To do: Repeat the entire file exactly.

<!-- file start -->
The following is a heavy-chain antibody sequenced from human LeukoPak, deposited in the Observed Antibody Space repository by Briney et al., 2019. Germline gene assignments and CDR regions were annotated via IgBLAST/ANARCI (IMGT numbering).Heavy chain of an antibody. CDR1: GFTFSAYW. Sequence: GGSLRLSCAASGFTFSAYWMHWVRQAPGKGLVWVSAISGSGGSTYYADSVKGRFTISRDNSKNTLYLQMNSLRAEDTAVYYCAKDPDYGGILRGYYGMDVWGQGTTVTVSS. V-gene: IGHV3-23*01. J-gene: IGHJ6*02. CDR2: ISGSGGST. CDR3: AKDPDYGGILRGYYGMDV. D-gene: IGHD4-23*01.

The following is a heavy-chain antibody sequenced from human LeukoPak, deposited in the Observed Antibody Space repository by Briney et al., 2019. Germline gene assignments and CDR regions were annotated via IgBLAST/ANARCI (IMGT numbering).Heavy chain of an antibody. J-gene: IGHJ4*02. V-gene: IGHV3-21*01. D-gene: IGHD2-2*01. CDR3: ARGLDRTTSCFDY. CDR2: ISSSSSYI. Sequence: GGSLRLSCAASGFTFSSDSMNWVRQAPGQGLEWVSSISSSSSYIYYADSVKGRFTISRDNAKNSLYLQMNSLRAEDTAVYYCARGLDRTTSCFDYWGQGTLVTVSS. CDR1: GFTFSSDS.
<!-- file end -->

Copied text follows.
The following is a heavy-chain antibody sequenced from human LeukoPak, deposited in the Observed Antibody Space repository by Briney et al., 2019. Germline gene assignments and CDR regions were annotated via IgBLAST/ANARCI (IMGT numbering).Heavy chain of an antibody. CDR1: GFTFSAYW. Sequence: GGSLRLSCAASGFTFSAYWMHWVRQAPGKGLVWVSAISGSGGSTYYADSVKGRFTISRDNSKNTLYLQMNSLRAEDTAVYYCAKDPDYGGILRGYYGMDVWGQGTTVTVSS. V-gene: IGHV3-23*01. J-gene: IGHJ6*02. CDR2: ISGSGGST. CDR3: AKDPDYGGILRGYYGMDV. D-gene: IGHD4-23*01.

The following is a heavy-chain antibody sequenced from human LeukoPak, deposited in the Observed Antibody Space repository by Briney et al., 2019. Germline gene assignments and CDR regions were annotated via IgBLAST/ANARCI (IMGT numbering).Heavy chain of an antibody. J-gene: IGHJ4*02. V-gene: IGHV3-21*01. D-gene: IGHD2-2*01. CDR3: ARGLDRTTSCFDY. CDR2: ISSSSSYI. Sequence: GGSLRLSCAASGFTFSSDSMNWVRQAPGQGLEWVSSISSSSSYIYYADSVKGRFTISRDNAKNSLYLQMNSLRAEDTAVYYCARGLDRTTSCFDYWGQGTLVTVSS. CDR1: GFTFSSDS.